Zara, an inspirational triathlete and author of a great sporting story, with her own greatest hero - her mum!

Zara, an inspirational triathlete and author of a great sporting story, with her own greatest hero - her mum!


Sharing a joke with Simon, a local cartoonist whose work features in the book

Sharing a joke with Simon, a local cartoonist whose work features in the book

Glenn and family - all stars of his story about the 2012 Olympic flame

Glenn and family - all stars of his story about the 2012 Olympic flame


Meg and her wonderful poem about dance

Meg and her wonderful poem about dance

And Meg again, on the autograph trail with the Lord Mayor!

And Meg again, on the autograph trail with the Lord Mayor!


Two of our work experience students, experts in copy typing and editing! Natalia from Newcastle-under-Lyme College (L) and Katie, Stoke-on-Trent Sixth Form College (R)

Two of our work experience students, experts in copy typing and editing! Natalia from Newcastle-under-Lyme College (L) and Katie, Stoke-on-Trent Sixth Form College (R)


Erin (on right) - rising cycling star, Cat & Fiddle Challenge completer and author - with her family (cyclists all!)

Erin (on right) - rising cycling star, Cat & Fiddle Challenge completer and author - with her family (cyclists all!)


Gemma, ice-skating contributor, with daughter Lucie - pictured with her friend Sienna-Ray at our Middleport workshop in the summer

Gemma, ice-skating contributor, with daughter Lucie - pictured with her friend Sienna-Ray at our Middleport workshop in the summer

Cycling: Tour of the Potteries Sportive

A new cycling event has hit Stoke-on-Trent’s sporting calendar – the Tour of the Potteries Sportive, sponsored by Fuchs Lubricants, who are headquartered in Hanley, just down the road from Cox Bank Publishing’s offices.  The inaugural ride took place last month (September) and I went along to try it out.

The start and finish were at Fuchs’ site in Hanley, with a variety of routes on offer, some sticking close to the city and longer ones extending out to cover a fair swathe of the Peak District.  I’d opted for the 100km route. There was a 100-mile route option, but I’ve learnt the hard way that 100 Peak District miles on the back of inadequate training is a miserable experience. You’ll only do it once!

There were a couple of familiar faces at registration – Norman from Lyme Racing Club and Peter Holdcroft of Stoke FIT.  Peter and I know each other as runners so good to have a chat about our cycling lives. Norman, I discover later, had a big hand in designing the Stoke section of the Tour of the Potteries route.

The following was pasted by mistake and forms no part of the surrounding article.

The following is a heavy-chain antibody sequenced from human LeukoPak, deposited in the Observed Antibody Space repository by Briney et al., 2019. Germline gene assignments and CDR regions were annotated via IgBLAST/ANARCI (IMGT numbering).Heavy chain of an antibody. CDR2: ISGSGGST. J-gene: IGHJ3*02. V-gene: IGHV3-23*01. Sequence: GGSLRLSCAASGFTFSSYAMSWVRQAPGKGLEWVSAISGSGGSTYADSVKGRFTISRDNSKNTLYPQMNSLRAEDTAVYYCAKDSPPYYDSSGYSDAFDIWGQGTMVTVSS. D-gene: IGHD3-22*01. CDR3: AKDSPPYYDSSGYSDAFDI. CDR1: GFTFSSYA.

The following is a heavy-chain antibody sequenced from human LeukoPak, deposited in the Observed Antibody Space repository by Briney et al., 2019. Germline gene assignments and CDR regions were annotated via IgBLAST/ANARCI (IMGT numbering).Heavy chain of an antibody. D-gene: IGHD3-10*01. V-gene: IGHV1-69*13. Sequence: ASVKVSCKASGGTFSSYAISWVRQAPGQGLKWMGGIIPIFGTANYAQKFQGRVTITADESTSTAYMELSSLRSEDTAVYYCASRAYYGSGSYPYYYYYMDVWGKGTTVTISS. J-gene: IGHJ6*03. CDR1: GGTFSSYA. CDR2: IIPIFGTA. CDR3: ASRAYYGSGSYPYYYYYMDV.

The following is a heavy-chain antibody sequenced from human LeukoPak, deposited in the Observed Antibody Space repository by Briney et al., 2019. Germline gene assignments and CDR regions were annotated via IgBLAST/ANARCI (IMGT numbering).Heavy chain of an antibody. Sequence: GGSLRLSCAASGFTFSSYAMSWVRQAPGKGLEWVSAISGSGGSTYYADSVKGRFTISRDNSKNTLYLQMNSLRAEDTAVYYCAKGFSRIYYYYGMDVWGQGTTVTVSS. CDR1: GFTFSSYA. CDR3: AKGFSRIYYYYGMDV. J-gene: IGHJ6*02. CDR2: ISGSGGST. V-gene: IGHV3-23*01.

We set off just after 9.00, on schedule and in a very light drizzle. I’d put my rain jacket on at the start and then took it off again, undecided as to how damp it was going to get but knowing that after five minutes I’d be ‘boil-in-a-bag’ in the jacket.  Good choice in the end – although it drizzled off and on through the morning, it was never quite wet enough to need it.

The route took us up Hope Street, past Intu and then out of the city via Birches Head, Bagnell and Stanley. It’s a stunning route out that very quickly delivers some seriously testing hills (Bagnall Bank and beyond) and Staffordshire Moorlands countryside that arrives so soon it feels as if it’s still part of the City. All I can remember of the next twenty or miles as we head out through Cheddleton is that it is hill after hill after hill after hill - and this is before the Peak District proper has arrived. I start to worry that even the 100km route is going to be beyond me.  Even more so when an unexpected ‘kick’ near the top of yet another hill turns my legs into unresponsive jelly. This is a first for me – I had the gears to get up it, just not the juice in the tank. I don’t mind running out of gears and having to put a foot down, but my legs refusing to play is a new one. I walk the 50 yards to the top, sparking a few “alright mate?” and “everything OK?” from other cyclists as they spin past.

Back in the saddle, I struggle on, hoping that the feed station isn’t too far ahead.

We’re on the high ground east of Leek now, and for what feels like the next hour every signpost says “Longnor 3 miles”, but in a different direction each time. I think the route grazes the Manifold Valley at one point and I begin to wish I’d paid more attention to it before I’d set off. Where’s that feed station?  Every road sign seems to have ‘Bank’ or ‘Edge’ or ‘Hill’ in the place names, and route certainly seems to veer towards (and up) every one of them.

Another long struggle up a minor road to the A53 at Flash, after a big stint pushing hard in cross-winds on the moors, and there’s the Flash café, with a small mountain of bikes stacked outside. Only a couple of them have Tour of the Potteries sportive numbers on though. A rider steps out of the café and I ask him where the feed station is. “Oh, it’s at Gun Hill”.  “What, the bottom? I ask, while I try to work out how many miles it is to Gun Hill. “No, it’s at the top”. Between Flash and Meerbrook, where Gun Hill starts, is I reckon at least five miles away.  It’s the Flash café for me.